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Alphabet Soup - clarifying all of the different sub-groups from the Office of the National Coordinator for Health Information Technology.

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Group Health Plan - is your organization a covered entity and you don't even realize it?

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New Trends in Identity Theft Regulations.

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Alphabet Soup

   
 

 

 

Are you aware of the national efforts underway in support of the interoperable exchange of healthcare information?  If you attended the fall WEDI conference, you may have learned about the Office of the National Coordinator for Health Information Technology (ONC) and the various subgroups that have been marching to their own beat.

 

Lesley Berkeyheiser, from N-Tegrity Solutions Group, helped construct the fall WEDI session clarifying content of the multi-group alphabet soup from ONC:  AHIC, HITSP, HISPC, CCHIT.  Each subgroup has a specific purpose.

 

AHIC is the national consumer focused group charged with creating “use case scenarios” relating to the world of health care.  With the use cases, you begin to understand how data traverses the health care channels from provider to insurer to consumer and others.

 

The use cases created by AHIC are then handed off to other groups such as HITSP.  HITSP’s job is to follow the scenarios in the use cases and break down the technical ways data is handed off.  Items such as similar ways to authenticate information, control access and synchronize time are reviewed and a “standard” way to handle the data is then set forth as a deliverable.

 

CCHIT concentrates on the vendor products that need to trade health care information.  This group of volunteers defines functionality points that software products (and vendors creating those products) should assure are available in their latest versions or offerings.  This step is critical in the interoperability picture so we can assure that all of our critical path systems and applications are “talking” the same language.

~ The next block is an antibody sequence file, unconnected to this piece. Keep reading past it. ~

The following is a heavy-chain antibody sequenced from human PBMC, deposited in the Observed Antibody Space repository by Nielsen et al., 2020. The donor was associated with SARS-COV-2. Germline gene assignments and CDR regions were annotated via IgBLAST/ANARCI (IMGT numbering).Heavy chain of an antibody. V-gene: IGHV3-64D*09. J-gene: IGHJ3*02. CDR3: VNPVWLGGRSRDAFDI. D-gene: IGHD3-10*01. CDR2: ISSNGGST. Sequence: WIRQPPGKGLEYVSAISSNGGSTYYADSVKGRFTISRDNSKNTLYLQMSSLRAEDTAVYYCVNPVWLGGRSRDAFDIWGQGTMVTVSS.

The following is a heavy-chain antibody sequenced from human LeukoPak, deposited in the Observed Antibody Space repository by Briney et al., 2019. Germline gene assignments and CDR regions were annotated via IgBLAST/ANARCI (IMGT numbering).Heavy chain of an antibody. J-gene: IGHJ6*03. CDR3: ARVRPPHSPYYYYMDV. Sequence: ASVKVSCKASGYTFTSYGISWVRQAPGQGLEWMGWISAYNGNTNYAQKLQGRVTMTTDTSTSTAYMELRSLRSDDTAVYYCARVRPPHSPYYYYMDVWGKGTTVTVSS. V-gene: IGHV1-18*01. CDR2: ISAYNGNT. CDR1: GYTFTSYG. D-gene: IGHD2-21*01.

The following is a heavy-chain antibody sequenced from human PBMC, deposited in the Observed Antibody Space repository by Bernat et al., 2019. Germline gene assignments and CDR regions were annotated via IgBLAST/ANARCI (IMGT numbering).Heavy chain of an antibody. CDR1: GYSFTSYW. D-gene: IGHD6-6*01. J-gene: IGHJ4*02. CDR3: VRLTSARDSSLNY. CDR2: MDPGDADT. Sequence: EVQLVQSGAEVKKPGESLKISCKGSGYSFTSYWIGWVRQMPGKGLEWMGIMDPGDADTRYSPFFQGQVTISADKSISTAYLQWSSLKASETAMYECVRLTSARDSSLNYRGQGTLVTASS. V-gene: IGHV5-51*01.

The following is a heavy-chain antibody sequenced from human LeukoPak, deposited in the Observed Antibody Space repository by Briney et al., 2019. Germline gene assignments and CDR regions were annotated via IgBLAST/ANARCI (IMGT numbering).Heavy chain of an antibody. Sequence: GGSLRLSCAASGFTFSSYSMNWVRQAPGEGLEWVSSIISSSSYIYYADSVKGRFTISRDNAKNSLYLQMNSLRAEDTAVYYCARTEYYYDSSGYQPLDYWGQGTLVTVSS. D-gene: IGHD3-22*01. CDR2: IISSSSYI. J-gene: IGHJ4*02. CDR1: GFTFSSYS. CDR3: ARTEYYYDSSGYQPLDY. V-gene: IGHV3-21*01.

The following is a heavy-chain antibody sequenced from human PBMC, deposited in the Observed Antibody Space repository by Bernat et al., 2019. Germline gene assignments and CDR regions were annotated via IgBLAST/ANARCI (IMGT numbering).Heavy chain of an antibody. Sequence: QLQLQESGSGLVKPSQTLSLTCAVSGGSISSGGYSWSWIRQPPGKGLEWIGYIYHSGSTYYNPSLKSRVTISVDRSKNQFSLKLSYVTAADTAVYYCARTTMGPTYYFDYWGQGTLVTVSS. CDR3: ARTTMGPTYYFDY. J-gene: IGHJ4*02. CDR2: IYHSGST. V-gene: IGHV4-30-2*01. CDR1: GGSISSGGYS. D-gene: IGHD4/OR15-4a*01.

HISPC’s job is to review the variations of privacy laws across state boundaries and recommend a common or standard way for them to be blended.  Remember, if the state law is more stringent than HIPAA then it would preempt the federal rules.

 

In theory, once we truly reach interoperability of sharing data, the health care industry should be able to trade information much like the banking industry.  As a patient, we could have a test performed on the east coast in the morning and we could continue our care on the west cost in the afternoon with an entirely different provider being able to review the results of that test.

 

You may have heard that the Department of Health and Human Services awarded a large grant to LMI Consulting of McLean, VA and the Brookings Institution to develop AHIC 2.0.  The goal is to create a self-sustaining private sector organization that would make recommendations to DHHS on the adoption of health information technology. 

 

The AHIC successor organization just held its first public meeting on March 10.  Additional public meetings are scheduled for April 8 and May 30.  Click here to see the agenda of the March meeting.

 

Four transition work groups have been established and volunteers are being sought to work on these groups:

  • Organization and Governance (led by Dr. John Tooker, American College of Physicians)

  • Membership (led by Dr. Jonathan Perlin, Hospital Corporation of America)

  • Business Sustainability (led by John Glaser PhD, Partner’s Health Care Boston)

  • Transition from AHIC to AHIC 2 (chairman to be named)

 

For more information on ONC and the AHIC work you can review the respective web sites:  http://www.hhs.gov/healthit/onc/mission and http://www.ahicsuccessor.org/hhs/ahic.nsf/index.htm.

 

   

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